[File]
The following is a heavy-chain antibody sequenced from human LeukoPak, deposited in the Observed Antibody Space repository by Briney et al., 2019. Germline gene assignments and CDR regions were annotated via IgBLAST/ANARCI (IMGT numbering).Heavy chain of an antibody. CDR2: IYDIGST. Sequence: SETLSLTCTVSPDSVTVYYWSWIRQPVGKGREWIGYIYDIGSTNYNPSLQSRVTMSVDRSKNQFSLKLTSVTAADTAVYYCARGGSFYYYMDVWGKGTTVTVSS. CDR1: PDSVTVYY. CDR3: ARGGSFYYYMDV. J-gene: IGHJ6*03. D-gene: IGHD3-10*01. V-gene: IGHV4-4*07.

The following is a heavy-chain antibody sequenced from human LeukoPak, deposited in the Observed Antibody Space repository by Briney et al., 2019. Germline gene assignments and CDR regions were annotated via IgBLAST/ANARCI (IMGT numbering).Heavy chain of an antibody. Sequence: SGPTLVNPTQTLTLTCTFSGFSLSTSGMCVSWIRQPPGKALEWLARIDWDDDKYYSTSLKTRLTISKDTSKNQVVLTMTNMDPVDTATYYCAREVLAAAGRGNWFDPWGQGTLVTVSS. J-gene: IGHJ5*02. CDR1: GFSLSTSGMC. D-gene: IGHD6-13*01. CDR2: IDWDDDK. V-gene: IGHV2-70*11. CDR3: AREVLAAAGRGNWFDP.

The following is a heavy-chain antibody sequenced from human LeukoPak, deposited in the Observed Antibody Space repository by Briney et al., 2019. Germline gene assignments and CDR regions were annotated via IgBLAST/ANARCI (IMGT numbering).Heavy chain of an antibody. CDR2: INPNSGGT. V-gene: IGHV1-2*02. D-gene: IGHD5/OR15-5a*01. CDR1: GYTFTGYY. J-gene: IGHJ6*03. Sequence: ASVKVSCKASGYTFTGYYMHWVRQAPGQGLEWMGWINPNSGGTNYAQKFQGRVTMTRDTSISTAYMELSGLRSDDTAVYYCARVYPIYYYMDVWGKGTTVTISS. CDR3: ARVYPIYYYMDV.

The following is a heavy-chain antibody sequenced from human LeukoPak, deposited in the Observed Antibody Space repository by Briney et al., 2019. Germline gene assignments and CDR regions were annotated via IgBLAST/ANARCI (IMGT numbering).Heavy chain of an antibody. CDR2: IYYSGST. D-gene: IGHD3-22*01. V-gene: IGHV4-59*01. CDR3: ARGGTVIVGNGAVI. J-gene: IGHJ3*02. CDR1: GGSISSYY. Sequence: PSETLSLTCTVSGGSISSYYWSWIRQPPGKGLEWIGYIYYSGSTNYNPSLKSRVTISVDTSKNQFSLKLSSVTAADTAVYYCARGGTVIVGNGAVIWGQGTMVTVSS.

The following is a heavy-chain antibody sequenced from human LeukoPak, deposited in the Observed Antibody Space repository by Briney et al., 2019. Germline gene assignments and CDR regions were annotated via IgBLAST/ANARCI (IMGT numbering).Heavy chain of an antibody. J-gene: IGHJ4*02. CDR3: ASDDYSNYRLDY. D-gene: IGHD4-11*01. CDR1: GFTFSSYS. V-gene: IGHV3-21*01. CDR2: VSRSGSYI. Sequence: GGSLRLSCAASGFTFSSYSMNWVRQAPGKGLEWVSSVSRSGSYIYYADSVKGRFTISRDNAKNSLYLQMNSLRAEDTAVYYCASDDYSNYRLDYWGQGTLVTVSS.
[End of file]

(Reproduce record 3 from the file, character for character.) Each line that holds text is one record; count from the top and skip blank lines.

The following is a heavy-chain antibody sequenced from human LeukoPak, deposited in the Observed Antibody Space repository by Briney et al., 2019. Germline gene assignments and CDR regions were annotated via IgBLAST/ANARCI (IMGT numbering).Heavy chain of an antibody. CDR2: INPNSGGT. V-gene: IGHV1-2*02. D-gene: IGHD5/OR15-5a*01. CDR1: GYTFTGYY. J-gene: IGHJ6*03. Sequence: ASVKVSCKASGYTFTGYYMHWVRQAPGQGLEWMGWINPNSGGTNYAQKFQGRVTMTRDTSISTAYMELSGLRSDDTAVYYCARVYPIYYYMDVWGKGTTVTISS. CDR3: ARVYPIYYYMDV.